To sites 30, 31 and 32
Continue north on Commercial Avenue to 83rd Street
Turn east (right) to South Shore Drive
Turn north (left) on South Shore Drive to 79th Street
Turn east (right) on 79th Street and drive to Brandon Avenue (site of the former South Works Plant)
Employment office at Illinois Steel (later 
U. S. Steel) with a sign in six languages

30) Saint Michael Archangel Polish Catholic Church  (83rd and South Shore Drive)

Aerial View of Bush Neighborhood
US Steel at top
St. Michael Church in Center
Russell Square Park in Foreground

St. Michael’s Parish, Eighty-third Street and South Shore Drive, South Chicago, was organized in 1892 from a division of the parish in the Immaculate Conception.  St. Michael’s was founded as a national parish to serve the Polish families of the “Bush”.  The work of organizing the new parish out of a nucleus of about 300 families was at first entrusted to the Rev. John Zyla.  However, he was soon succeeded by the Rev. Adolph Nowicki, who immediately, with the help of his parishioners, constructed a small temporary building, in which services were held until the completion of the large brick building on Eighty-third and Brandon Avenue, in September, 1892.  The parsonage was built in the same year.  The current Gothic revival church structure with a 250 foot steeple was built in 1907 by architect William Brinkman. It is a masonry building constructed of brown brick with limestone trim.  The building is cruciform in plan with large Gothic-arched stained glass windows designed by F. X. Zettler of Munich, Germany. 

31)  The “Bush”   (Area east of South Shore Drive (US Route 41) from 79th Street to 85th Street)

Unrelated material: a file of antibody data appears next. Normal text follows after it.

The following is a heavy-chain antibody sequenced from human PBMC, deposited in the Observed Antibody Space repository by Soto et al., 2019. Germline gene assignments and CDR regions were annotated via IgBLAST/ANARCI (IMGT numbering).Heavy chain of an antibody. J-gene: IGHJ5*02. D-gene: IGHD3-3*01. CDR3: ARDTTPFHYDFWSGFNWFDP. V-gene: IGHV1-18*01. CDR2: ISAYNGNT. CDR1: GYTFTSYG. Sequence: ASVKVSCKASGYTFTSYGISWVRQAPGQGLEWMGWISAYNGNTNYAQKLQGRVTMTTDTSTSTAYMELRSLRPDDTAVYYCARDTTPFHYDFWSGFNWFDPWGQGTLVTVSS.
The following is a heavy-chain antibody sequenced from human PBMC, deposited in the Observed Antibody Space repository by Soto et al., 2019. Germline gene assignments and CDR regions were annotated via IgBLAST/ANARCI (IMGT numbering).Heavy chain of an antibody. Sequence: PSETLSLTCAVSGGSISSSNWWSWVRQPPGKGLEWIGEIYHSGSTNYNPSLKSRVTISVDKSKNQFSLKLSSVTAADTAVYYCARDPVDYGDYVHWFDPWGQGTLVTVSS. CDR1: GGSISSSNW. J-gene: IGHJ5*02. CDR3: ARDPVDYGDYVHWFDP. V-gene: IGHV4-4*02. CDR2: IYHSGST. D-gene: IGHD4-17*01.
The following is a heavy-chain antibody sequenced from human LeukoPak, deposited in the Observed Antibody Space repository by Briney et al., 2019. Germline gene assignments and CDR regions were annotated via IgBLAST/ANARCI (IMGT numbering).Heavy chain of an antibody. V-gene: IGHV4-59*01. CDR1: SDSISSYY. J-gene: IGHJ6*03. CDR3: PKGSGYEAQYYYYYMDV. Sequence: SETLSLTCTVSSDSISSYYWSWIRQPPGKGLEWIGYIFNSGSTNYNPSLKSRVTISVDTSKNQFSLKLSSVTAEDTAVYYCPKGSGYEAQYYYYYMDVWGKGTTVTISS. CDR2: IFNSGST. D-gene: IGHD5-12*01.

The “Bush” was named for the small plants which grew on the sandy soil of this area which originally was on the shores of Lake Michigan.  Originally it was a favorite picnic spot for Chicagoans from other neighborhoods, especially Hyde Park.  Once a steel mill was built in the area it became a working class neighborhood predominantly populated by Polish immigrants, most of whom worked in the nearby mill.  As the mill grew, landfill was added extended the shoreline of Lake Michigan several blocks into the lake. 

32)  U. S. Steel Site  (79th Street to 92nd Street along the shore of Lake Michigan)

U.S. Steel Aerial East View

U.S. Steel Aerial North View

The first steel plant in South Chicago which began operations in 1880 was the North Chicago Railway Mill Company.  The lake offered economical shipping routes for iron ore, coke, and limestone that could be shipped here by boat or barge to  various industrial markets.  Fresh water needs were met by Lake Michigan and the Calumet River. Ground breaking for the mill was March 22,1880, with the first steel produced on June 14, 1889.  North Chicago’s Steel Companies: Union Steel, Joliet Steel, and the Bayview plant of the Milwaukee Iron Companies later merged to form the Illinois Steel Co.  In 1890 the company merged with the Union Steel Co. to form Illinois Steel.  In the year 1901, U.S. Steel South Works, Illinois’ largest steel mill, was Incorporated It occupies about 576 acres of lake front property.  In 1913, steel production in the U.S. was 31,300,874 tons, more than Britain and Germany combined.  In 1917, production of steel in the U.S. was 45,060,607 tons, more than two-thirds of the world output.  At its peak of production South Works employed close to 20,000 workers.  In 1979 the number of employees was down to about 10,000, and layoffs became common.  On Thursday, January 9, 1992, when the shutdown became official there were less than 700 workers.  On April 10,1992 South works was permanently shut down.  The plant was closed partly because of the stagnation of the economy, which had depressed demand for the structural steel that was South Works’ only remaining product. 

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